Youth Empowerment Services (YES) Philly is an accelerated high school for students between the ages of 16-21.

“We’re a small school that works through the School District of Philadelphia Opportunity Network,” said principal David Rivoire. “We get a variety of students at the school.

“We have some students who were disenfranchised at their previous school, while other students may have been struggling with just being a student and being in school,” he added. “If they’re 16 or older and are behind in school credits, they can enroll in the school.”

Located at 2709 N. Broad St. in North Philadelphia YESPhilly offers its 115 students classes in all of the subjects required for a high school diploma by the School District of Philadelphia.

Classes are project-based and use the Summit Learning Platform, a blended instructional model that focuses on student collaborative projects and core content knowledge.

Media arts and technology skills are infused throughout the school with several levels of media and technology classes.

“In math, we offer Algebra I, Algebra II, geometry,” Rivoire said. “We have English courses one through four and science classes. We go through a nine to ten week term.

“Each term a student can earn up to half a credit in each of those classes,” he said. “In about 20 weeks, a student could earn full credit in those classes and can take up to five classes per term.

“In addition to those classes, we offer a health class,” he added. “Our PE class right now is doing yoga and practicing mindfulness. We also have an art class.”

At YESPhilly, students earn high school diplomas, enroll in college, and prepare for work and careers.

Every student sets their own goals, and creates a student development plan that gives them control over what they do, and responsibility for their own progress.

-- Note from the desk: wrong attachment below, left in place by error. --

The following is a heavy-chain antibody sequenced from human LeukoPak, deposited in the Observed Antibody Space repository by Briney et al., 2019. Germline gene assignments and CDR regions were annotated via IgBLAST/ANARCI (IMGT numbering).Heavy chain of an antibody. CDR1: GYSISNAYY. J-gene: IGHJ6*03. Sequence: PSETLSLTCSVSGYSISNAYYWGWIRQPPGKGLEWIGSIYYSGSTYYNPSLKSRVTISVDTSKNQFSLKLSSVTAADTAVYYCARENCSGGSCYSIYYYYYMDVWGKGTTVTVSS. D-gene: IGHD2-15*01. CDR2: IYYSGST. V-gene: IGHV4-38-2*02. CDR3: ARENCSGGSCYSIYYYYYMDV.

They also go on college tours, learn how to apply to college and how to get financial aid and complete the Pennsylvania Career Ready skills in Naviance.

“We have a partnership with Thriving Mindset, which is a college and career organization, but also works a lot with social emotional learning,” Rivoire said. “We have someone from Thriving Mindset who comes here every Wednesday for the full day.

“He also teaches an elective in the afternoon,” he added. “Right now students are doing career research so that they know what they want to do once they graduate. We also take students out and give them some shadowing experiences.”

The counselors at YESPhilly make sure every student receives social and emotional support. They work with each student individually, in groups and with their families to address barriers that interfere with their wellbeing and success.

“We have a very strong counseling group for such a small number of students,” Rivoire said. “We’re really focused on trauma. My main training for professional development has been trauma informed practices.

“YESPhilly has a culture of complete restorative practices,” he added. “We look at what behaviors created and not focus on the blame, but more on what we can do differently. Our dean of students Shanta Richardson does a great job on restorative practices.”

Through local partnerships, YESPhilly provides academic and emotional support and educational opportunities to their students and families.

Some of the school’s partnerships include JKG Florida Business Corporation, Patricia Kind Foundation, Barra Foundation, United Way of Greater Philadelphia, Lenfest Foundation, Samuel S. Fels Fund, William Penn Foundation and the Philadelphia Foundation.

“Temple University provides a music class,” Rivoire said. “It’s not going on right now, but we’re hoping to have it again in the spring. Mass Mutual provides financial literacy for our students.

“JEVS is a partnership we have for our pregnant and parenting students,” he added. “We also have Community Legal Services, which helps us out with any students or families that might have some questions about some legal issues.”

Rivoire said that he wants students to leave YESPhilly as lifelong learners.

“I ultimately want them to leave us being lifelong learners,” Rivoire said. “I’m hoping that we not only provide them with the basic skills they need for school, but that they leave here with a curiosity and an understanding that they are able and capable to basically do what they want to do.

“I want them to be able to self advocate for themselves and really go out there in the world and find out what their dreams are.” 215-893-5716

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